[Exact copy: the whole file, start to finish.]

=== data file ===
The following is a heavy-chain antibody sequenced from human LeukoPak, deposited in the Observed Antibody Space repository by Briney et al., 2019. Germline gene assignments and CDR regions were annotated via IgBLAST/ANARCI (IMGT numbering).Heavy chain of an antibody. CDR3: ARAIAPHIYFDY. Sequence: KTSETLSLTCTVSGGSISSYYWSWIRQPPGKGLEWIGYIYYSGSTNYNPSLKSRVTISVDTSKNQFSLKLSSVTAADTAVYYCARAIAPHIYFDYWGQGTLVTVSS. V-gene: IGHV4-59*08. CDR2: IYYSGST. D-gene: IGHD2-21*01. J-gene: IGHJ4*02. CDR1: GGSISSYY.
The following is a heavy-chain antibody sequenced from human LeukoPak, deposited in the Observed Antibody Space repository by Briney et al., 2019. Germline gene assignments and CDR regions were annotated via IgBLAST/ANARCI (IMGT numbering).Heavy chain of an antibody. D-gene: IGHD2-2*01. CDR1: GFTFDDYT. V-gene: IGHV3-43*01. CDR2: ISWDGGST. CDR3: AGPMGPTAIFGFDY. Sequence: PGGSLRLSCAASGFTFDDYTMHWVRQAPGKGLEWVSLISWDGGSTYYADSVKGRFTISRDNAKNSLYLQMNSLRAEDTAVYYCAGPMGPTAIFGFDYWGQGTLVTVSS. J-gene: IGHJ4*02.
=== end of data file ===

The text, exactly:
The following is a heavy-chain antibody sequenced from human LeukoPak, deposited in the Observed Antibody Space repository by Briney et al., 2019. Germline gene assignments and CDR regions were annotated via IgBLAST/ANARCI (IMGT numbering).Heavy chain of an antibody. CDR3: ARAIAPHIYFDY. Sequence: KTSETLSLTCTVSGGSISSYYWSWIRQPPGKGLEWIGYIYYSGSTNYNPSLKSRVTISVDTSKNQFSLKLSSVTAADTAVYYCARAIAPHIYFDYWGQGTLVTVSS. V-gene: IGHV4-59*08. CDR2: IYYSGST. D-gene: IGHD2-21*01. J-gene: IGHJ4*02. CDR1: GGSISSYY.
The following is a heavy-chain antibody sequenced from human LeukoPak, deposited in the Observed Antibody Space repository by Briney et al., 2019. Germline gene assignments and CDR regions were annotated via IgBLAST/ANARCI (IMGT numbering).Heavy chain of an antibody. D-gene: IGHD2-2*01. CDR1: GFTFDDYT. V-gene: IGHV3-43*01. CDR2: ISWDGGST. CDR3: AGPMGPTAIFGFDY. Sequence: PGGSLRLSCAASGFTFDDYTMHWVRQAPGKGLEWVSLISWDGGSTYYADSVKGRFTISRDNAKNSLYLQMNSLRAEDTAVYYCAGPMGPTAIFGFDYWGQGTLVTVSS. J-gene: IGHJ4*02.